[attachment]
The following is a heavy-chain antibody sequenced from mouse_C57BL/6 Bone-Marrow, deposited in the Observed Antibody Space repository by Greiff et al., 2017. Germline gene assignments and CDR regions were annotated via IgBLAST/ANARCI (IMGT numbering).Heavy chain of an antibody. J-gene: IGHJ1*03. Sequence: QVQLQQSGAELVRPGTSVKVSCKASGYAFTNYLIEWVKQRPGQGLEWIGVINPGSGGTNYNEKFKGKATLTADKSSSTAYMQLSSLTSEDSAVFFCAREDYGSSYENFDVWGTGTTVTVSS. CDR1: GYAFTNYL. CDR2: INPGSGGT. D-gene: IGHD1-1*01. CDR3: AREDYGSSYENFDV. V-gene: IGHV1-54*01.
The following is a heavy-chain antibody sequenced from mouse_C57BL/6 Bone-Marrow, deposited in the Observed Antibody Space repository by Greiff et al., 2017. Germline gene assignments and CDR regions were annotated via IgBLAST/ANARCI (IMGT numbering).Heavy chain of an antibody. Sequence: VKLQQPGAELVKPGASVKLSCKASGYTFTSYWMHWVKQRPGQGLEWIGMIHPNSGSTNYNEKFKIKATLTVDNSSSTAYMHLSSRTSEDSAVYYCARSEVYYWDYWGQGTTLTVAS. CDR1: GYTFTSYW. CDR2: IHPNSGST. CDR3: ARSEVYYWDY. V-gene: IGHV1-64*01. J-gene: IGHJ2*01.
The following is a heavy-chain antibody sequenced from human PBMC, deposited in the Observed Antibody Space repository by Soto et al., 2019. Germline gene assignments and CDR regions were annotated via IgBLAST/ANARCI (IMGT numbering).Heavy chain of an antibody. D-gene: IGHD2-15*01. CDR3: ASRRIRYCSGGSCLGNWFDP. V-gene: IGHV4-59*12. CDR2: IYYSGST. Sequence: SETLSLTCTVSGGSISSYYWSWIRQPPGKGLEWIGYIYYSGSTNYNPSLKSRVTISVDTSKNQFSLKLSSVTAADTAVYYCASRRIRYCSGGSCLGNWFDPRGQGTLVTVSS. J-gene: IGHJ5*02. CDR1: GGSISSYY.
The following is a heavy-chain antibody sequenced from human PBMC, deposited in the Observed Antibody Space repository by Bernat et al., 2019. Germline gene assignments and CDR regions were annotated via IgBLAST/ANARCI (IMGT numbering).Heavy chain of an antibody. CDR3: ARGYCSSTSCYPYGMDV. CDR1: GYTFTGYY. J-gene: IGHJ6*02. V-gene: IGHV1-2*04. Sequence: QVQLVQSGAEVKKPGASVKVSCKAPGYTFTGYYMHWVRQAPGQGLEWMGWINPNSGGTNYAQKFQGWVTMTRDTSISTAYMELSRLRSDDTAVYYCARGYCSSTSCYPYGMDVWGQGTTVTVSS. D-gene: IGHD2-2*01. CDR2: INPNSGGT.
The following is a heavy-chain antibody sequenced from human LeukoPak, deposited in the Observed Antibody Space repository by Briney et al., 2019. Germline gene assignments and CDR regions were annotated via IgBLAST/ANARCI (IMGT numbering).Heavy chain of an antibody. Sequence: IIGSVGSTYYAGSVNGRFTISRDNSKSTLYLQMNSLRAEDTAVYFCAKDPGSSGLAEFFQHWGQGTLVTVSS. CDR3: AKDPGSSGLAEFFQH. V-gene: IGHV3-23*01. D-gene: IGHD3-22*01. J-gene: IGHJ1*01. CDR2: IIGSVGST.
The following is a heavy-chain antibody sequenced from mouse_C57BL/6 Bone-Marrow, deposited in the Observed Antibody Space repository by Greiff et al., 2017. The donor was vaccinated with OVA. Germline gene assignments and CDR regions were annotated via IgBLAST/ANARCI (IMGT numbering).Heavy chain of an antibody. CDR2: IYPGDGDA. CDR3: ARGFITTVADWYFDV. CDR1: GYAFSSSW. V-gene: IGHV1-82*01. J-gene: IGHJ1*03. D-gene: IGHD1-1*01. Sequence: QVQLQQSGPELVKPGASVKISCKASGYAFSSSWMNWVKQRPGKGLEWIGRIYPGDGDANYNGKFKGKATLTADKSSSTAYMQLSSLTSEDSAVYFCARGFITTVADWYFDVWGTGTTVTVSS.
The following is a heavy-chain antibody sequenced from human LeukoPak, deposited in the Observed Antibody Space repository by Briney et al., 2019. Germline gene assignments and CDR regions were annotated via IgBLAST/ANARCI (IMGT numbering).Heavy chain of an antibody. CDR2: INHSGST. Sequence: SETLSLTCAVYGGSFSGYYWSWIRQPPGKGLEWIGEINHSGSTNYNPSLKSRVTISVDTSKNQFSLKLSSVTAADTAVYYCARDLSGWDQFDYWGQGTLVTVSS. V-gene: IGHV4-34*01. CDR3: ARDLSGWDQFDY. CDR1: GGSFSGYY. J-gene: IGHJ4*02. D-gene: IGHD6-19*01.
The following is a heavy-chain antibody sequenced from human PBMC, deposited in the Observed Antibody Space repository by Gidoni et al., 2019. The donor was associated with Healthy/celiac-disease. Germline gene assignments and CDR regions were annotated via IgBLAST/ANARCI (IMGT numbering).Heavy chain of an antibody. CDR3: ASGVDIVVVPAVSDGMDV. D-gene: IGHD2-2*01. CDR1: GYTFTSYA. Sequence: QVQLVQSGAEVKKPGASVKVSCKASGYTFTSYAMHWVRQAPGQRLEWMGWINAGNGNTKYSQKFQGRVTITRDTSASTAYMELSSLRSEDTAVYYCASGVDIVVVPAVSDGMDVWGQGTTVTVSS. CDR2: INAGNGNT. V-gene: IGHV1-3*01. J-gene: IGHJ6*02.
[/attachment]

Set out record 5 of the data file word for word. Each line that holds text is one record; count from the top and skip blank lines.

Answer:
The following is a heavy-chain antibody sequenced from human LeukoPak, deposited in the Observed Antibody Space repository by Briney et al., 2019. Germline gene assignments and CDR regions were annotated via IgBLAST/ANARCI (IMGT numbering).Heavy chain of an antibody. Sequence: IIGSVGSTYYAGSVNGRFTISRDNSKSTLYLQMNSLRAEDTAVYFCAKDPGSSGLAEFFQHWGQGTLVTVSS. CDR3: AKDPGSSGLAEFFQH. V-gene: IGHV3-23*01. D-gene: IGHD3-22*01. J-gene: IGHJ1*01. CDR2: IIGSVGST.